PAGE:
Public Lecture of the Publishing Scotland’s International Fellows Glasgow – review by Mary Irvine
‘Main entrance, first right, first left.’ I was early. Reliant on train times, and the ‘drop of a hat’ cancellations, I had taken an early train. No problems. Partick not busy. Metro to Kelvinbridge. Pleasant walk through grassed area to steps leading up to Gibson Street and on to University Avenue, arriving at the main entrance to the University of Glasgow.
The architecture of the original university never fails to impress. It reflects not only its physical majesty but is also a testament to the many who have benefitted from its service of learning. Passing through the gates I turned right, past the John McIntyre building where for two years I volunteered for ‘conversational’ English with overseas students, many having travelled thousands of miles, leaving their homes for the first time.
‘First left’ led me to The Square which evoked a forgotten memory. I’d been there before to take tea with the Principal. (Along with c. 50 other volunteers.) My destination was the Memorial Chapel which was the venue of the Public Lecture of the Publishing Scotland’s International Fellows Thursday 23 August 2018.
Louise Welsh, Professor of Creative Writing and our hostess for the evening, introduced Fellows from several countries around the globe, including Germany, Italy and USA as well as Scotland. Marion Sinclair, Chief Executive of Publishing Scotland gave a short introduction, stressing the importance of international connections and relationships.
The main event then followed
The first writer to read was Glaswegian Alan Parks who read from his debut crime novel ‘Bloody January’, set in Glasgow in the 70s. A strong extract that would tempt any crime enthusiast to buy the book. The follow-up, ‘February’s Son’, will be available from February 2019. I suspect a series of twelve books here.
Second up was Mick Kitson (and yes I do remember his band The Senators) who read from his debut novel ‘Sal’, a novel labelled ‘Young Adult’ but on hearing Mick’s extract I would have thought a much wider audience would want to read this book. Sal is thirteen and very much a teen of our times. The voice is hers and is particularly strong, one that draws the reader instantly.
Third up was Louise Welsh, introduced by Zoe Strachan. Louse is a prolific writer and this time she chose to read the Prologue to ‘A Lovely Way to Burn’ which is the first part of her ‘Plague Times’ trilogy. And what a prologue! Suffice to say I have bought the kindle edition and I’m not an ‘apocalyptic’ fan. I just wanted to read more.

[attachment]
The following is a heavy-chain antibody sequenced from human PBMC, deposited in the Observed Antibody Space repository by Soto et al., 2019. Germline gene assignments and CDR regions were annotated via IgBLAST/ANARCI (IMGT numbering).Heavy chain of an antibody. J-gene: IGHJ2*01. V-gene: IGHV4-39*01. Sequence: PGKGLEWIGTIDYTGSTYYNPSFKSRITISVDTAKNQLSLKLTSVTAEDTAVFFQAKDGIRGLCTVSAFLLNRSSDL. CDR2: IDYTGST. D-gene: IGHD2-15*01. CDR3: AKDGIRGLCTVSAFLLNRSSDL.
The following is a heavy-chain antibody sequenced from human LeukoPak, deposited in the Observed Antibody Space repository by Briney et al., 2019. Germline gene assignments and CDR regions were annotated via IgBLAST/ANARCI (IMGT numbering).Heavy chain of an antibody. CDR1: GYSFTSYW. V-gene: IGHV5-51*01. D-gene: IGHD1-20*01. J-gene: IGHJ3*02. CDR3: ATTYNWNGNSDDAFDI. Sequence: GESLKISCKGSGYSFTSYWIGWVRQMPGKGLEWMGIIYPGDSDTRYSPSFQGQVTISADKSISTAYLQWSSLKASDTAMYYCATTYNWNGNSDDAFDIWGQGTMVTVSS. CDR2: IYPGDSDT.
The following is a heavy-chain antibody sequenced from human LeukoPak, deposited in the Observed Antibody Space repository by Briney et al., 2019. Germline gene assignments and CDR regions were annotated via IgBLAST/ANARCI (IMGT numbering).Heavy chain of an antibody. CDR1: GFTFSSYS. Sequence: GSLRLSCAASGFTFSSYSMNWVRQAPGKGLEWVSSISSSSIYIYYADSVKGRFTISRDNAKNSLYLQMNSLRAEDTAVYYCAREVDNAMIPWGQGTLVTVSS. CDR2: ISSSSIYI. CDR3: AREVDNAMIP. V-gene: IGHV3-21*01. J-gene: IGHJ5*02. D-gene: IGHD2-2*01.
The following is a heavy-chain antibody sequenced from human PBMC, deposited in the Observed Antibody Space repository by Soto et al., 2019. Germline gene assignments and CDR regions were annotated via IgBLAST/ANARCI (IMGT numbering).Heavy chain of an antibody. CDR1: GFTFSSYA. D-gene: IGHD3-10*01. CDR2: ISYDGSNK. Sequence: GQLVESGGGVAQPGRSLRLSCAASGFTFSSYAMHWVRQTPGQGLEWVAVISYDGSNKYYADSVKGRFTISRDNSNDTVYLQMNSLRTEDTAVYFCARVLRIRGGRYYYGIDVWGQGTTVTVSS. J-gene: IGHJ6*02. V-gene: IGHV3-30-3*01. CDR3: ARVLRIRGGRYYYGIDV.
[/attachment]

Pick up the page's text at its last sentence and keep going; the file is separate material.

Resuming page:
The fourth was Malachy Tallack who, after two very successful non-fiction books, had just produced his debut novel, ‘The Valley at the Centre of the World’ based on Shetland, where he has lived most of his life. A moving extract, a foreshadowing of the themes of the book with its focus on place, community, relationships, caring and responsibility – amongst the people, between the people and the land. Certainly one to evoke thought and discussion.
Chitra Ramaswamy who read Chapter 7 of her first book publication – as opposed to all her other publications. The book is ‘Expecting’ a book about her pregnancy but this is not a manual, a ‘what to do/ not to do’ book. It is rather the story of a journey. One woman’s journey throughout her pregnancy. It is a memoire of personal discovery, a book everyone can read. And the book that won the Saltire Scottish first Book of the Year Award in 2016
After each reading Louise engaged the author in a short q&a session. It’s always interesting to hear writers ‘differing views and ‘takes’. When all the readings were finished the writers assembled to answer questions from the very appreciative audience. There was quite a heated discussion on the ‘placing’ of books by bookshops into only one genre, when many books fit comfortably into more than one.
We then repaired to the wine and buffet reception. With a delicious selection of savouries and sweets, convivial conversation and in the wonderful setting of the Memorial Chapel at Glasgow University it was a most pleasant, stimulating and rewarding evening, well worth my journey from the sticks.
Mary Irvine, August, 2018
This section: Books, Talks, Poetry Events, Mary Irvine: Writer and Philhellene
- Book Launch: Welcome to the Heady Heights by David Ross
- Frank Turner at Aye Write
- Aye Write! Open Mic with Cheeky Besom Productions
- Andrew O’Hagan Creative Conversations
- Launch of The Blame Game C.J. Cooke
- Aye Write: Emily Cutts with Carol Craig
- Aye Write 2019 Angela Chadwick & Sarah Davis- Goff
- Aye Write: Helena Kennedy QC
- Aye Write: Stuart Cosgrove & Ken McNab
- Aye Write: Louise Welsh Introduces… Temi Oh & Bridget Collins
- Aye Write: Monisha Rajesh
- Evening of discussion: poetry and film with Sawsan Al-Areeqe
- The German Revolution: Expressionist Prints Lunchtime Talks Programme
- Margaret Atwood – Live in Cinemas
- Living with Words, Finn’s Place
- Janice Galloway Words into Pictures
- Poet Nadine Aisha Jassat at Creative Conversations
- ‘I Say Nothing’ Kelvingrove – introduction by Christine Borland
- Aye Write: Peter Conradi and Mark Logue
- Aye Write 2019 Brian Allaway